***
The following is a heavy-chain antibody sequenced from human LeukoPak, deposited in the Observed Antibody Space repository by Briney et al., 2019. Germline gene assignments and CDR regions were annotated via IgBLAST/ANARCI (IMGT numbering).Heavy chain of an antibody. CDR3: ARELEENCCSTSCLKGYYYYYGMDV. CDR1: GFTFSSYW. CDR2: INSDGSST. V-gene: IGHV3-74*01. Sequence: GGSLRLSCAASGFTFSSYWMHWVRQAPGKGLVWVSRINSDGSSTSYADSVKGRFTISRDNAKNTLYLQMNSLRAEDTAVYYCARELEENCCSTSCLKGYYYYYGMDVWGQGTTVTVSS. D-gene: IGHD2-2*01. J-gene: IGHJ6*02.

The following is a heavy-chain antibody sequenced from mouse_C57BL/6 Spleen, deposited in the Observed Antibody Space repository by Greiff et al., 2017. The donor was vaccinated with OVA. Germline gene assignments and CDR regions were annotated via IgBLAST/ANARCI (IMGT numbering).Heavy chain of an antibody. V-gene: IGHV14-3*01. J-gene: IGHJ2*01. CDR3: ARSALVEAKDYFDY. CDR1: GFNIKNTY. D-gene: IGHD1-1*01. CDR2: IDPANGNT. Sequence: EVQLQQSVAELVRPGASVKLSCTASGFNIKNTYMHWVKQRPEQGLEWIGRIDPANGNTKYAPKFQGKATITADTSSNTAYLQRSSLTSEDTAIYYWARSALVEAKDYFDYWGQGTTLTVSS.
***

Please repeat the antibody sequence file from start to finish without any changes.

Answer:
The following is a heavy-chain antibody sequenced from human LeukoPak, deposited in the Observed Antibody Space repository by Briney et al., 2019. Germline gene assignments and CDR regions were annotated via IgBLAST/ANARCI (IMGT numbering).Heavy chain of an antibody. CDR3: ARELEENCCSTSCLKGYYYYYGMDV. CDR1: GFTFSSYW. CDR2: INSDGSST. V-gene: IGHV3-74*01. Sequence: GGSLRLSCAASGFTFSSYWMHWVRQAPGKGLVWVSRINSDGSSTSYADSVKGRFTISRDNAKNTLYLQMNSLRAEDTAVYYCARELEENCCSTSCLKGYYYYYGMDVWGQGTTVTVSS. D-gene: IGHD2-2*01. J-gene: IGHJ6*02.

The following is a heavy-chain antibody sequenced from mouse_C57BL/6 Spleen, deposited in the Observed Antibody Space repository by Greiff et al., 2017. The donor was vaccinated with OVA. Germline gene assignments and CDR regions were annotated via IgBLAST/ANARCI (IMGT numbering).Heavy chain of an antibody. V-gene: IGHV14-3*01. J-gene: IGHJ2*01. CDR3: ARSALVEAKDYFDY. CDR1: GFNIKNTY. D-gene: IGHD1-1*01. CDR2: IDPANGNT. Sequence: EVQLQQSVAELVRPGASVKLSCTASGFNIKNTYMHWVKQRPEQGLEWIGRIDPANGNTKYAPKFQGKATITADTSSNTAYLQRSSLTSEDTAIYYWARSALVEAKDYFDYWGQGTTLTVSS.